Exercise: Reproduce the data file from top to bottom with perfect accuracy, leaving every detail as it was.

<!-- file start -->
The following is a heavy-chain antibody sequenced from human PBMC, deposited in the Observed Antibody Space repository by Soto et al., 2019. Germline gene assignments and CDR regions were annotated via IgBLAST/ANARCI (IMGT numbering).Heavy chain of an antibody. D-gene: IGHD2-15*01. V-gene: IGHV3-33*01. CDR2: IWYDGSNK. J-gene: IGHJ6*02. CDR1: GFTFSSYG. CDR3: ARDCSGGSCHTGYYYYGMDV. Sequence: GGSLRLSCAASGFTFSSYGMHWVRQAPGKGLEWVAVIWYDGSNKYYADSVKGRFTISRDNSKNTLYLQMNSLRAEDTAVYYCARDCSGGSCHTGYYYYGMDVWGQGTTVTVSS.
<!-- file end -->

The following is a heavy-chain antibody sequenced from human PBMC, deposited in the Observed Antibody Space repository by Soto et al., 2019. Germline gene assignments and CDR regions were annotated via IgBLAST/ANARCI (IMGT numbering).Heavy chain of an antibody. D-gene: IGHD2-15*01. V-gene: IGHV3-33*01. CDR2: IWYDGSNK. J-gene: IGHJ6*02. CDR1: GFTFSSYG. CDR3: ARDCSGGSCHTGYYYYGMDV. Sequence: GGSLRLSCAASGFTFSSYGMHWVRQAPGKGLEWVAVIWYDGSNKYYADSVKGRFTISRDNSKNTLYLQMNSLRAEDTAVYYCARDCSGGSCHTGYYYYGMDVWGQGTTVTVSS.